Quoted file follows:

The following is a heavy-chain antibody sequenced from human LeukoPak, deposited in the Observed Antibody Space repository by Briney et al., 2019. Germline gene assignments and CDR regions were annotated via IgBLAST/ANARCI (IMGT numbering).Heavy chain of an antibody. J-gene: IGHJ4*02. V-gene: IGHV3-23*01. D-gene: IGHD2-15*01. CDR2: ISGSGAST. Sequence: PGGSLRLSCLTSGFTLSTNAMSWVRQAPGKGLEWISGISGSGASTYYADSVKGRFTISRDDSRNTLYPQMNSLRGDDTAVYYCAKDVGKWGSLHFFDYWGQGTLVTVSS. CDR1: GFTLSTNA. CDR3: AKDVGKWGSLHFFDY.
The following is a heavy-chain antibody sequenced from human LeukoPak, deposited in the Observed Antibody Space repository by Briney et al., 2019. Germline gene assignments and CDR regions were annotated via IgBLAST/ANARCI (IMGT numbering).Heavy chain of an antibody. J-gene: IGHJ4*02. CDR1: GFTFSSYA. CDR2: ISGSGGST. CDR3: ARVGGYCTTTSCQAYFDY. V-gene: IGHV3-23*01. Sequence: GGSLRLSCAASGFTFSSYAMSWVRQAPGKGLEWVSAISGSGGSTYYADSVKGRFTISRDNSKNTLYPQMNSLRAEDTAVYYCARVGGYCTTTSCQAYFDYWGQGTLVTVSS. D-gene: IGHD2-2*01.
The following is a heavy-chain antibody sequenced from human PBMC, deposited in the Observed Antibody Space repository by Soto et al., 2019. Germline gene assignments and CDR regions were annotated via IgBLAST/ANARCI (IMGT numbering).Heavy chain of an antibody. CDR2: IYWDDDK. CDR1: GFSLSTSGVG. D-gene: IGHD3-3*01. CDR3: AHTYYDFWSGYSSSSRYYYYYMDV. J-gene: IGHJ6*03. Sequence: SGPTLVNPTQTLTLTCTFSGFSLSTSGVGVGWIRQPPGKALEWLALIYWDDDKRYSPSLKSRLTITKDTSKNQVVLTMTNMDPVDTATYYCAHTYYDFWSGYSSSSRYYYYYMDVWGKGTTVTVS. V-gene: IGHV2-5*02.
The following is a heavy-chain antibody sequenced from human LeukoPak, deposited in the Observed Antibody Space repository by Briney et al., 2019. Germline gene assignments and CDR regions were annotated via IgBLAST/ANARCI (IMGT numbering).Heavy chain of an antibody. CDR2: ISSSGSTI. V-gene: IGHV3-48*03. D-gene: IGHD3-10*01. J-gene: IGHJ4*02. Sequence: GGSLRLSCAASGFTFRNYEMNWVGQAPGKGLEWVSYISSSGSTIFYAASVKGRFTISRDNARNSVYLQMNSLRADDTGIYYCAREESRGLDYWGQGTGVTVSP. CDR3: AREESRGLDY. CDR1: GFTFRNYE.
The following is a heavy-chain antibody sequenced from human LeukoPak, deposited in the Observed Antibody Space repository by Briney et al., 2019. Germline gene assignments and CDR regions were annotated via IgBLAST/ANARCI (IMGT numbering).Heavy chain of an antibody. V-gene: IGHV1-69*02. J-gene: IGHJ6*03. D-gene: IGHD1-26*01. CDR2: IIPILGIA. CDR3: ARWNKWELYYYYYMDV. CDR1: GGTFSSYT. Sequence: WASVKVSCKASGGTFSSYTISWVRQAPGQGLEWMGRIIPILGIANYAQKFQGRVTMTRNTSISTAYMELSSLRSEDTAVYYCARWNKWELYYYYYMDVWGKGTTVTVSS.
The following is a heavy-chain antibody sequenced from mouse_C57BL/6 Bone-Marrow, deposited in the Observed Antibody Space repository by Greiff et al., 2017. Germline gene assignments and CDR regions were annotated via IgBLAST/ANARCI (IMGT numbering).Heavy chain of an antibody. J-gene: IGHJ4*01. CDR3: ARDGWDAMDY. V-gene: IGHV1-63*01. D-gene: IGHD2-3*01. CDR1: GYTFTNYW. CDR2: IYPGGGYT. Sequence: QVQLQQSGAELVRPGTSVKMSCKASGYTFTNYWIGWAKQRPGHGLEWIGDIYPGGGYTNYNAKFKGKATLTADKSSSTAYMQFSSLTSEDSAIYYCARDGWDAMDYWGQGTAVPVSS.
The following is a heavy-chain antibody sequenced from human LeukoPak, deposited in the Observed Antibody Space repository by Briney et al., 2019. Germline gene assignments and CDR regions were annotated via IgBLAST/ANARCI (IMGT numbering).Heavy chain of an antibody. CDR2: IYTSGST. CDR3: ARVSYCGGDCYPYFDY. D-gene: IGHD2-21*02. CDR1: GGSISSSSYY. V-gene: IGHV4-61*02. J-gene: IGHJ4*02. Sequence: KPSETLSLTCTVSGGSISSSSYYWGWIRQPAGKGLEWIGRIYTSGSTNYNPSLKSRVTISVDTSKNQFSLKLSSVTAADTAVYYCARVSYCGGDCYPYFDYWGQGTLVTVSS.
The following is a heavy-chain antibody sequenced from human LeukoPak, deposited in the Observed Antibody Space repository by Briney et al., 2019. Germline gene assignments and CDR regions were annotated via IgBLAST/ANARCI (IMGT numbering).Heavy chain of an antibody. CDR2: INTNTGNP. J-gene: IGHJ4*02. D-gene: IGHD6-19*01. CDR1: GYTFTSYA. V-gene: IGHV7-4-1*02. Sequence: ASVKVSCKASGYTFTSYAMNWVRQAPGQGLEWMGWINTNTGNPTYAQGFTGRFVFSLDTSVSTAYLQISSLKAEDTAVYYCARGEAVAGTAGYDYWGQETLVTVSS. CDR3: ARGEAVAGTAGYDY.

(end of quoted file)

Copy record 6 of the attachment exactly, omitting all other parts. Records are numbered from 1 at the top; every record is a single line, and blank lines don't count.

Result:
The following is a heavy-chain antibody sequenced from mouse_C57BL/6 Bone-Marrow, deposited in the Observed Antibody Space repository by Greiff et al., 2017. Germline gene assignments and CDR regions were annotated via IgBLAST/ANARCI (IMGT numbering).Heavy chain of an antibody. J-gene: IGHJ4*01. CDR3: ARDGWDAMDY. V-gene: IGHV1-63*01. D-gene: IGHD2-3*01. CDR1: GYTFTNYW. CDR2: IYPGGGYT. Sequence: QVQLQQSGAELVRPGTSVKMSCKASGYTFTNYWIGWAKQRPGHGLEWIGDIYPGGGYTNYNAKFKGKATLTADKSSSTAYMQFSSLTSEDSAIYYCARDGWDAMDYWGQGTAVPVSS.